The images below are screen captures showing different aspects of the pypes visual designer.
The main window of the pypes visual design studio. This shows pypes running in Google Chrome. The interface is very similar to Yahoo! Pipes in that you essentially drag components from the left pane onto the canvas area. Components can then be connected by dragging your mouse from the output port of one component to the input port of another.
The data stream can be split and merged when necessary. The small pink "x" in the upper right corner of the component is used to destroy or delete a component. The small blue "+" brings up a configuration dialog for the component, allowing users to define runtime parameters.
The upper right corner of the canvas displays a "canvas map" which provides an arial overview of the entire canvas. This is useful when you have large workflows that cause the canvas to scroll.
Pypes provides a basic authentication model that restricts the application using simple password protection.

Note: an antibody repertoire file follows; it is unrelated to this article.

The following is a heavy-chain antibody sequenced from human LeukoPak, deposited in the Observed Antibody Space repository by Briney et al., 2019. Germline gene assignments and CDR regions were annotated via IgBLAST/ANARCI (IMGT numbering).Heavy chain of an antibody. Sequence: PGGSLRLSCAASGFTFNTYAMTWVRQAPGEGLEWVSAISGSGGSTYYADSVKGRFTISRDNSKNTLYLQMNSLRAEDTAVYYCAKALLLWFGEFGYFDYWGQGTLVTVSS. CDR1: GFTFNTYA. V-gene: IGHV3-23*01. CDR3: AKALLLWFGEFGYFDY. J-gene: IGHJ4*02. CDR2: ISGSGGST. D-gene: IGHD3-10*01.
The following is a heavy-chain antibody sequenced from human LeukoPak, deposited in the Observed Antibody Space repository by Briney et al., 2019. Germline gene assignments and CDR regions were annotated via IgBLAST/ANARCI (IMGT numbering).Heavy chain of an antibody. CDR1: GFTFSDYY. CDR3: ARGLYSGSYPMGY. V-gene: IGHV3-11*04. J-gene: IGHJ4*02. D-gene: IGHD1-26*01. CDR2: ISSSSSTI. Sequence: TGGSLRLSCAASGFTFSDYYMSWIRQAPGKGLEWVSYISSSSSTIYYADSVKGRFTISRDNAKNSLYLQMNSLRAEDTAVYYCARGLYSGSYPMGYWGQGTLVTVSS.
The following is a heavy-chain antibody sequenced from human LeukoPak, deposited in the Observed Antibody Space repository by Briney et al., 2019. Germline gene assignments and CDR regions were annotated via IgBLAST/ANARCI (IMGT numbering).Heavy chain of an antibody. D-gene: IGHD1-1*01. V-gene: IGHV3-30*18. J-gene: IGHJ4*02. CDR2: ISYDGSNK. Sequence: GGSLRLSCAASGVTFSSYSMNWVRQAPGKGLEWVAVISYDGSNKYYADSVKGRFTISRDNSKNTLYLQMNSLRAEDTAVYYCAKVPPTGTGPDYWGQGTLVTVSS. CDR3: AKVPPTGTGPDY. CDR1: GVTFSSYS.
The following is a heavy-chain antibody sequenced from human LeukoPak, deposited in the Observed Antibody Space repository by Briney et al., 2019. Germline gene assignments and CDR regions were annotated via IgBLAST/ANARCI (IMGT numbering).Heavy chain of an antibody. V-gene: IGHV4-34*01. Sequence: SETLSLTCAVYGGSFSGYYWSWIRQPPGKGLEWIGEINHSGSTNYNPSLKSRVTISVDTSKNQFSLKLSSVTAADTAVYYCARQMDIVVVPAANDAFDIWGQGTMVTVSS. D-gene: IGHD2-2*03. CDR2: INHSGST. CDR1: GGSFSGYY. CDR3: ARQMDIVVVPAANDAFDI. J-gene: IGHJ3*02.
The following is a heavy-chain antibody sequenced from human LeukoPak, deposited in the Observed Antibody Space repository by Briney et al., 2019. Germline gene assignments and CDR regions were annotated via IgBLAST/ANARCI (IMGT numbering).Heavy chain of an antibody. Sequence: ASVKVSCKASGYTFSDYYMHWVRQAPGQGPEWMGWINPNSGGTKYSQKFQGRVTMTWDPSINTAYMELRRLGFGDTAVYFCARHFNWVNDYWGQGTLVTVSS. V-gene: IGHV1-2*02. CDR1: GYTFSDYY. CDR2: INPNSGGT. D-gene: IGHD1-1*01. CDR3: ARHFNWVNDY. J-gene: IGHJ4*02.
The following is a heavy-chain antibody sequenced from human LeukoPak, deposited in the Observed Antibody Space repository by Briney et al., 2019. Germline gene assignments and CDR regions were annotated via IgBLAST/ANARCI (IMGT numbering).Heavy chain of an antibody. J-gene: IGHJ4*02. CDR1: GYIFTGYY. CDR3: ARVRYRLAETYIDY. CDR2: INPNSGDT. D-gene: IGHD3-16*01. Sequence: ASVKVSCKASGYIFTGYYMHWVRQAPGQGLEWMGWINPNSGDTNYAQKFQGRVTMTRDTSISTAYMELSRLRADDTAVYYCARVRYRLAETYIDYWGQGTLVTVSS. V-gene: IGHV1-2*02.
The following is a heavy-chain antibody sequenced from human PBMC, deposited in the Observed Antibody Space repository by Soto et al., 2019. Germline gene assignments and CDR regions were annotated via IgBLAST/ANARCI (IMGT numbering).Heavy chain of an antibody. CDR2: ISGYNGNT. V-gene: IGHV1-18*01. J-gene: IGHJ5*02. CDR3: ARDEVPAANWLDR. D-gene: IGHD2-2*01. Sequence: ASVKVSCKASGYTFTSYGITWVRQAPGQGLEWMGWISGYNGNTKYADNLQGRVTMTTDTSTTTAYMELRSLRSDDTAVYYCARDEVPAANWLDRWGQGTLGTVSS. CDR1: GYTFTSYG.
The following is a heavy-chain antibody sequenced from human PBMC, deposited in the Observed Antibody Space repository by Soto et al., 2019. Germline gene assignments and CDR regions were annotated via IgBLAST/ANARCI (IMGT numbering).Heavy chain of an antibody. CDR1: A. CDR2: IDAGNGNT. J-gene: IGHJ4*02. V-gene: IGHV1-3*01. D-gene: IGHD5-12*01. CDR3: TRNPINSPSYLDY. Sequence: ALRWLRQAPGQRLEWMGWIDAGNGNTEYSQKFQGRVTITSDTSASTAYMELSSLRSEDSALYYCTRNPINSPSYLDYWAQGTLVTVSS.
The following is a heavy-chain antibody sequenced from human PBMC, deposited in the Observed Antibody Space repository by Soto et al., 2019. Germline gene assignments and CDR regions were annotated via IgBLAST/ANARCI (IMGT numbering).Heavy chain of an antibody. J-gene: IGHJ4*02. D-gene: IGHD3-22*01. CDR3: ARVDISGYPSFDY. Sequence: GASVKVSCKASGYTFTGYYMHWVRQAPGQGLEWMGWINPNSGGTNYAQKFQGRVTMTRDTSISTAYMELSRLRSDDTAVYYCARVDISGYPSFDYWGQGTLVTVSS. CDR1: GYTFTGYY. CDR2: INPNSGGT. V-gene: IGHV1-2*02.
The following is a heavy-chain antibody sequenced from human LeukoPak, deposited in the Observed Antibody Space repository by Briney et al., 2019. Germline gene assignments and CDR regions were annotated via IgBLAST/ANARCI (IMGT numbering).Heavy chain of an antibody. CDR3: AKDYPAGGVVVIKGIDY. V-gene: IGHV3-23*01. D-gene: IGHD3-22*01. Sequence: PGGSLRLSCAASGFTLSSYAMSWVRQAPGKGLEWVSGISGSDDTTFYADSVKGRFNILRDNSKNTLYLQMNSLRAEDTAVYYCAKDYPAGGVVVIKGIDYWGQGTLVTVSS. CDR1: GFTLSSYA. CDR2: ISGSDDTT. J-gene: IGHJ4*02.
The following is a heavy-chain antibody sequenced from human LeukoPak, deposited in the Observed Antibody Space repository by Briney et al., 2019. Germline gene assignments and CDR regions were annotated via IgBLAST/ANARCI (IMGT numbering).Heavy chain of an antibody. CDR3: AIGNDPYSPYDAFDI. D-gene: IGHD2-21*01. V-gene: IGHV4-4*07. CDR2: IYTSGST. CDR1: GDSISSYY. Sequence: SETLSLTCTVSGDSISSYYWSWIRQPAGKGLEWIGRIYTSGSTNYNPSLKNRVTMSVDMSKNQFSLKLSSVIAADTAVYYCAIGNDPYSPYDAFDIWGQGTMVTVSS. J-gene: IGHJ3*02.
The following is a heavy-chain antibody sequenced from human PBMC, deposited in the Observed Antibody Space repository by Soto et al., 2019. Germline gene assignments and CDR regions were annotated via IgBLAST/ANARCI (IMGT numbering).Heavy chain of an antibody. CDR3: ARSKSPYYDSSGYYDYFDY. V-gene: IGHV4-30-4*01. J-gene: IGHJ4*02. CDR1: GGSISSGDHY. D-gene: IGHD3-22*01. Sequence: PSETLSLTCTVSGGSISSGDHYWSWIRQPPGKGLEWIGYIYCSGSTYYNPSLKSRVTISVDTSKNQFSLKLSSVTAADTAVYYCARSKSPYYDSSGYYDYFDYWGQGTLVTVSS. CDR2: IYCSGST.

This shows the configuration dialog for the DateNormalizer component. This component is used to transform dates to a defined format. The configuration dialog provides a way for users to specify input parameters specific to their needs. In this case we're specifying a few different input formats to look for, the field or fields that might contain dates we want to normalize, and the output format we would like to use.
Date format strings are standard Python strftime() format specifiers.
This image shows a focused view of the component pane. Components are broken into categories to ease the browsing of (potentially) large lists. Each group can be expanded or contracted by clicking on the group name. Here, the Adapters group is expanded to show various components that provide the ability to adapt incoming input types.
Pypes provides the ability to export project configurations. A project is nothing more than a JSON structure used to represent various aspects of the project (right down to the coordinates in the window). These configurations can be shared via email or otherwise and can safely be modified by hand. The typical use case here is exporting a configuration to other nodes acting as part of a document processing cluster. The prevents you from having to configure each node with the current project workflow.
An image showing the about dialog.